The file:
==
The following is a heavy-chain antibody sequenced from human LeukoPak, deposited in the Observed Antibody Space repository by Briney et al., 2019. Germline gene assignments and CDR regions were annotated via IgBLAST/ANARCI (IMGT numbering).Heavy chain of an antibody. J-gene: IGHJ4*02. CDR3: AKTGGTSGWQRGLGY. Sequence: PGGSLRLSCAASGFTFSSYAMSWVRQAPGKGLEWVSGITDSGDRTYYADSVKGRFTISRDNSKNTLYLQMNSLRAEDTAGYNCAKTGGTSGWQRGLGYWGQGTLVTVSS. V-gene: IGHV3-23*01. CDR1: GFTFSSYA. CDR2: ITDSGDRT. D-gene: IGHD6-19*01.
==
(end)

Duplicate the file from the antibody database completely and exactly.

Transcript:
The following is a heavy-chain antibody sequenced from human LeukoPak, deposited in the Observed Antibody Space repository by Briney et al., 2019. Germline gene assignments and CDR regions were annotated via IgBLAST/ANARCI (IMGT numbering).Heavy chain of an antibody. J-gene: IGHJ4*02. CDR3: AKTGGTSGWQRGLGY. Sequence: PGGSLRLSCAASGFTFSSYAMSWVRQAPGKGLEWVSGITDSGDRTYYADSVKGRFTISRDNSKNTLYLQMNSLRAEDTAGYNCAKTGGTSGWQRGLGYWGQGTLVTVSS. V-gene: IGHV3-23*01. CDR1: GFTFSSYA. CDR2: ITDSGDRT. D-gene: IGHD6-19*01.